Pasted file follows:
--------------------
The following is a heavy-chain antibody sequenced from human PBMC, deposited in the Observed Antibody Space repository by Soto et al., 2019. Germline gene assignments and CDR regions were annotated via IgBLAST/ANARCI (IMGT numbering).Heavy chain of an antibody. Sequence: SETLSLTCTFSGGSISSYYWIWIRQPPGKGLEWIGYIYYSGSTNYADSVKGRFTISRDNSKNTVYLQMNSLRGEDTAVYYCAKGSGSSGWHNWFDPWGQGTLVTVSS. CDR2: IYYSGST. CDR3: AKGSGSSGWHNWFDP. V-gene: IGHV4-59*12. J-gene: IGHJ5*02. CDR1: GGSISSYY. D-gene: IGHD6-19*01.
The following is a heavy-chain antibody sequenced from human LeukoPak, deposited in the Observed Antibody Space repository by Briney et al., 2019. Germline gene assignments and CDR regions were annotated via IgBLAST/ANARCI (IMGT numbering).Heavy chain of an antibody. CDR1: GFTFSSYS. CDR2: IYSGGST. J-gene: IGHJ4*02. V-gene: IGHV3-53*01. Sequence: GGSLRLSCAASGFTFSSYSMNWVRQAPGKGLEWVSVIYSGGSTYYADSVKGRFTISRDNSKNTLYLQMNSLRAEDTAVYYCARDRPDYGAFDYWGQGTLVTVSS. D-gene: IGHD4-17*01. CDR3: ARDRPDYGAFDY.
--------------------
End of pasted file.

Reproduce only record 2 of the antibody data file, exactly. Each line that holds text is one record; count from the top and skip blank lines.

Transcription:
The following is a heavy-chain antibody sequenced from human LeukoPak, deposited in the Observed Antibody Space repository by Briney et al., 2019. Germline gene assignments and CDR regions were annotated via IgBLAST/ANARCI (IMGT numbering).Heavy chain of an antibody. CDR1: GFTFSSYS. CDR2: IYSGGST. J-gene: IGHJ4*02. V-gene: IGHV3-53*01. Sequence: GGSLRLSCAASGFTFSSYSMNWVRQAPGKGLEWVSVIYSGGSTYYADSVKGRFTISRDNSKNTLYLQMNSLRAEDTAVYYCARDRPDYGAFDYWGQGTLVTVSS. D-gene: IGHD4-17*01. CDR3: ARDRPDYGAFDY.